Anger (The Final Episode )

Anger (The Final Episode )

When the emotion of anger is allowed to control our actions, the risk of untoward outcomes is quite high.

The rationality of an individual’s behavior when angry cannot be guaranteed.  Lots of people have carried out acts that are more damaging than the actions that provoked their reactions. Many have hurt their spouses or fatally injured their kin in a fit of rage. Most of these spontaneous bouts of anger always end in regrets! An individual who has a history of recurrent bouts of anger is at risk of experiencing it again. Such persons need to be offered the appropriate and available help before they do something they might regret.

An individual who has a history of recurrent bouts of anger is at risk of experiencing it again. Such persons need to be offered the appropriate and available help before they do something they might regret.

Since anger may be a symptom of mental illness, there might be the need to seek medical attention before the recurrent bouts of anger can be resolved. It isn’t that the individual who is exhibiting bouts of anger is “Mad”. It is because we want to prevent the behavior that will be interpreted as madness eventually.

Being “Mad” is a social interpretation of the context of abnormal behavior (This will be discussed some other time).  So it is possible for someone not to have a mental illness but be referred to as being “Mad”. It is also possible for someone to have a mental illness but never be seen to be “Mad”; if the illness is well under control, and does not interfere with the person’s functioning.

Possible Interventions

The appropriate intervention for recurrent anger will depend on the cause.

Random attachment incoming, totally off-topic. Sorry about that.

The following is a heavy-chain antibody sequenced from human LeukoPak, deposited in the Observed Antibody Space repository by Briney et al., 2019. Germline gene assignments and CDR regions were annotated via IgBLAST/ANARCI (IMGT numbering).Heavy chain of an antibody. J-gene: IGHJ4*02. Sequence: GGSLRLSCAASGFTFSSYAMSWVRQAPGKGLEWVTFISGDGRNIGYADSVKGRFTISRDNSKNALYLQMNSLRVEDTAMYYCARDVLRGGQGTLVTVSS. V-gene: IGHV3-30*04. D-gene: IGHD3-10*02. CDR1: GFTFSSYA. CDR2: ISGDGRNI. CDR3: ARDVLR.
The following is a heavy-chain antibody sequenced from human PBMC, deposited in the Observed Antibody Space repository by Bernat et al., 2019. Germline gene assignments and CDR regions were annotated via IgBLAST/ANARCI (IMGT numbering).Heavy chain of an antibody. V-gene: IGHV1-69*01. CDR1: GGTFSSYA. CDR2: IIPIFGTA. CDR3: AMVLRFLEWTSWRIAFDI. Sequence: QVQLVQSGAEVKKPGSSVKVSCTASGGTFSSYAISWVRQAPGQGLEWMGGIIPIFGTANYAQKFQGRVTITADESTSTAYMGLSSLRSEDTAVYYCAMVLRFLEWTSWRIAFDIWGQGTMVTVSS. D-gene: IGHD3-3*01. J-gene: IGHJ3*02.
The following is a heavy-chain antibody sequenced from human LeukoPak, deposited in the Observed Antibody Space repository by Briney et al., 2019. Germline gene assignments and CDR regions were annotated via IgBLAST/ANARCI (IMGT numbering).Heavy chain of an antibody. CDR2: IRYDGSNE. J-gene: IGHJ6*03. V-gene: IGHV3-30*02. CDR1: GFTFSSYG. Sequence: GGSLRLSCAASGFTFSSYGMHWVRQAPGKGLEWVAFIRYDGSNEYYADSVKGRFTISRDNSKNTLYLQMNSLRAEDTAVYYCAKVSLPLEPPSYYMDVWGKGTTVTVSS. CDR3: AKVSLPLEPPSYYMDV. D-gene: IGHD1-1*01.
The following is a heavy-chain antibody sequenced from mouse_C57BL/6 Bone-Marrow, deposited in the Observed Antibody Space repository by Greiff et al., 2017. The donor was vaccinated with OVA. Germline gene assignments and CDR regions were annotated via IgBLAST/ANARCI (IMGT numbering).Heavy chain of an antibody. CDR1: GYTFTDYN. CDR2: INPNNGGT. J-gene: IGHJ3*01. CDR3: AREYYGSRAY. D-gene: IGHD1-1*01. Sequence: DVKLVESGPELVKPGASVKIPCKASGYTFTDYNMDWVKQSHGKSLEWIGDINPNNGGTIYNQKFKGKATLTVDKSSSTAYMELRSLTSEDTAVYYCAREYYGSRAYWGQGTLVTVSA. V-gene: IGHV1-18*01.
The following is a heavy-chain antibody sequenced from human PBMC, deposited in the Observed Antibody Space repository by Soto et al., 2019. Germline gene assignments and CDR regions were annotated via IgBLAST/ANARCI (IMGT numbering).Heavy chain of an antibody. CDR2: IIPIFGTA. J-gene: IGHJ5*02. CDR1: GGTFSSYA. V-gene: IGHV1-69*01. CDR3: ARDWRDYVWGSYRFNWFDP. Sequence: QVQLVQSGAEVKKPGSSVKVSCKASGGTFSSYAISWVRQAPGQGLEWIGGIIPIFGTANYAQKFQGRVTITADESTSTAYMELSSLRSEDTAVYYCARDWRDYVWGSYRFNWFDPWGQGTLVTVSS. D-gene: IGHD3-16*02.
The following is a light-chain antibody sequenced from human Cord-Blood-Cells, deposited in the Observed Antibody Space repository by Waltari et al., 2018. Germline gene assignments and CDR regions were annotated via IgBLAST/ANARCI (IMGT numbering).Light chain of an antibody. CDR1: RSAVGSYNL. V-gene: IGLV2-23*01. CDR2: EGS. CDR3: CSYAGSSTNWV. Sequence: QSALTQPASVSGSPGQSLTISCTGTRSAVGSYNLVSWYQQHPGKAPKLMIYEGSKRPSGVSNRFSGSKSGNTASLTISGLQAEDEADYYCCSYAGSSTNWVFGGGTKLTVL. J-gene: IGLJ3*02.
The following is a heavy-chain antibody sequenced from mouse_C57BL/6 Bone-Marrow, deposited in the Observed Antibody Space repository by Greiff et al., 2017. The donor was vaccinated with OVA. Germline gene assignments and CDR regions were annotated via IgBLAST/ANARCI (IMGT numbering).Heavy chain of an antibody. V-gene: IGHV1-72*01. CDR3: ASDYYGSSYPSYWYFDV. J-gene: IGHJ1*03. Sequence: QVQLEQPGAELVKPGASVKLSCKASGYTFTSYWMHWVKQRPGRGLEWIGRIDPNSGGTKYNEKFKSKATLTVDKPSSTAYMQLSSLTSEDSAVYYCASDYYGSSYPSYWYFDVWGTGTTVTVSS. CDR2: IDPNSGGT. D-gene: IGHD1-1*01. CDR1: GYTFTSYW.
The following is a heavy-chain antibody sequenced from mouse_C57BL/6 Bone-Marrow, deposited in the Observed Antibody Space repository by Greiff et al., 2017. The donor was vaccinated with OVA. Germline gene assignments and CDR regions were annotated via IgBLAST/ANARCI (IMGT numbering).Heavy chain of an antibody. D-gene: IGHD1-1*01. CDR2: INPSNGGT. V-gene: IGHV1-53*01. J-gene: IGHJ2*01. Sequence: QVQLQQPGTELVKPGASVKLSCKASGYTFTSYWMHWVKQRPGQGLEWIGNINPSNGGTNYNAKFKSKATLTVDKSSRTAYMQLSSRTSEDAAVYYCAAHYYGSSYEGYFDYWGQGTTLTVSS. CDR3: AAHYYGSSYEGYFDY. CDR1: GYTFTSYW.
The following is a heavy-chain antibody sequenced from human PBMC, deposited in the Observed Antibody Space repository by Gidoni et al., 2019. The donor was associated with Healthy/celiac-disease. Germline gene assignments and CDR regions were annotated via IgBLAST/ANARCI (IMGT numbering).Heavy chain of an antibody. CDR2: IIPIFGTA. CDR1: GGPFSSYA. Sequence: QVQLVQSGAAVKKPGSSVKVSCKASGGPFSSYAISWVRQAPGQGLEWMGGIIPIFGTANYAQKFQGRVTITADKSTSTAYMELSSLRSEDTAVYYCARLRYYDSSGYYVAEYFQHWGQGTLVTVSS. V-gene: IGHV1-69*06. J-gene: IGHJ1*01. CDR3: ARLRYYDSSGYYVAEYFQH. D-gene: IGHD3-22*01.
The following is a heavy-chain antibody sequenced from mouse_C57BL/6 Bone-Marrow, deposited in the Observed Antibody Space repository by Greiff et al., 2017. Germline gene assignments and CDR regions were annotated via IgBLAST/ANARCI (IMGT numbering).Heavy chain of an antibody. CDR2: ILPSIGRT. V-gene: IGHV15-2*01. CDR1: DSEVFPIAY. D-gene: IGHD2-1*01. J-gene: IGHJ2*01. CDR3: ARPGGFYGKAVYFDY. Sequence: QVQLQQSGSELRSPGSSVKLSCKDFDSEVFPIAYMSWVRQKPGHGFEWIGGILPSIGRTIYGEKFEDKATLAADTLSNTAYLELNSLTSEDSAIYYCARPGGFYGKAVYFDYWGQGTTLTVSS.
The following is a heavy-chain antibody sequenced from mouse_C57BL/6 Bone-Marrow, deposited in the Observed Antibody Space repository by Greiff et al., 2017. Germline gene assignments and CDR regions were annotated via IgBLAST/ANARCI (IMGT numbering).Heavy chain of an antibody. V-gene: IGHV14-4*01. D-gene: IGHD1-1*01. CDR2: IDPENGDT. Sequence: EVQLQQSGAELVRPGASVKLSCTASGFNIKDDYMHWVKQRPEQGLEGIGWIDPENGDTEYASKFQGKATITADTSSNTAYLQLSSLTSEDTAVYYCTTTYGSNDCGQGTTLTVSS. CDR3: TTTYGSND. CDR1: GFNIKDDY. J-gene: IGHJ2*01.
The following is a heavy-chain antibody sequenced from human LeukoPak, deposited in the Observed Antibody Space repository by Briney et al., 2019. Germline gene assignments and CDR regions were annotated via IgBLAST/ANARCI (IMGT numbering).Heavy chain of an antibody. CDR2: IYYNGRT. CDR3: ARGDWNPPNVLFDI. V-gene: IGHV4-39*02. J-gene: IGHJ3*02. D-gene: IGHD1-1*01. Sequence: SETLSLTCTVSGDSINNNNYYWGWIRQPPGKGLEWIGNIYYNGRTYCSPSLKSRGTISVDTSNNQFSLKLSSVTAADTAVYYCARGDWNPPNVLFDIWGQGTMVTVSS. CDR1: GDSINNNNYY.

• Some persons do well with psychological interventions. All types of intervention can be adapted to any situation. The skill of the therapist will determine the approach.
  • Social interventions towards resolving some of the triggers can also be relevant to some situations.
  • Medication is very effective in situations where the loss of touch with reality and (or) unstable mood are features.
  • In faith circles, prayer and meditation play a definite role in helping people to overcome negative feelings like anger.

The first thing to do is to talk to someone about it and be willing to do anything that will help overcome anger. This will definitely prevent the untoward outcomes of “ANGER”


The case of MR B (continued from last week)

Pastor S listened carefully to Mrs. B.

He recalled a role-play session in his motivational interview class where a young lady who had an emotional disorder was speaking with her therapist about the recent conflicts with her partner. His mind also flashed back to his anger management training during his advanced studies in counseling. The greatest concern he had was the possibility of some degree of loss of touch with reality. This he inferred from Mr. B’s belief that his neighbor’s satellite dish was interfering with his wellbeing. He concluded that he needed to encourage them to see a medical doctor in the teaching hospital.